An amendment to the Law on Conditional Release that was passed by Parliament last week will allow nearly 15,000 convicts to be released on probation, reducing the congestion in Turkish jails, something about which human rights groups have long complained.
According to the amended law, inmates who have served the last six months of their sentence without interruption in an open prison and who are supposed to enjoy conditional release within a year are to be released on probation if they so request. The same is also true for female prisoners with children up to 6 years of age and who are supposed to be conditionally released within two years.
But the amendment met with dissention from opposition members. The amendment stipulates that the case officer will determine whether or not to release the convict on parole and under what conditions. For example, case officers will decide whether the convict will serve the remainder of the sentence doing community service with no pay, be kept under surveillance in a house/neighborhood, or attend rehabilitation programs.
Republican People's Party (CHP) deputies Ali Rıza Öztürk, Ali İhsan Köktürk, Bülent Tezcan and Ömer Süha Aldan strongly believe it should be a judge who decides on the measures to be applied and not the case officer. Past experience shows, however, that courts have been reluctant to offer alternative sentences for convicts and have preferred to confine them to jail until the full term has been served. The government wants to facilitate probation alternatives without going through the cumbersome judicial bureaucracy in Turkey.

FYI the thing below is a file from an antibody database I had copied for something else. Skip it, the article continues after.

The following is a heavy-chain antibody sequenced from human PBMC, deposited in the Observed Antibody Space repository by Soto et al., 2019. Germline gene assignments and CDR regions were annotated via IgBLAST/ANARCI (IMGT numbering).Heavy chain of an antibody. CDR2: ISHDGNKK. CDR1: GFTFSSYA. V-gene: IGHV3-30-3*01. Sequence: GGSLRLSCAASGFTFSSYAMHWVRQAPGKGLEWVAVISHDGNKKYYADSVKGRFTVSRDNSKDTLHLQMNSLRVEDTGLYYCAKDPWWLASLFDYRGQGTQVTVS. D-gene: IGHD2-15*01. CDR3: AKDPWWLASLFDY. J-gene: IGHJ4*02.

The opposition members are also of the opinion that making the prisoners perform community service without pay would be a violation of the constitution, which prohibits forced labor under Article 18. But members of the ruling Justice and Development Party (AK Party) dismissed this claim, saying that the prisoners would be provided with an alternative way to complete their punishment. Carrying out community service without pay is up to the wishes of the convict, they said.
Commenting on the amendment, which would allow nearly 15,000 prisoners to be released on probation, Minister of Justice Sadullah Ergin said: “This is not a law prepared with the aim of emptying the prisons. Foundations for modern forms of punishment are being laid,” referring to electronic surveillance or house arrest for convicts who have less than a year left of their sentence.
The new amendment will only apply to prisoners who have not been convicted on terrorism charges or involvement in organized crime. The aim of the change is to assist prisoners to make a smooth transition back into society and to reduce the risk of re-offending after release.
According to statistics released by the government in February, there are 129,340 individuals -- including those convicted (93,000) and those detained awaiting trial (36,000) -- in prisons across the country. Turkey's prison facilities are operating over their capacity and are far from meeting the justice system's needs.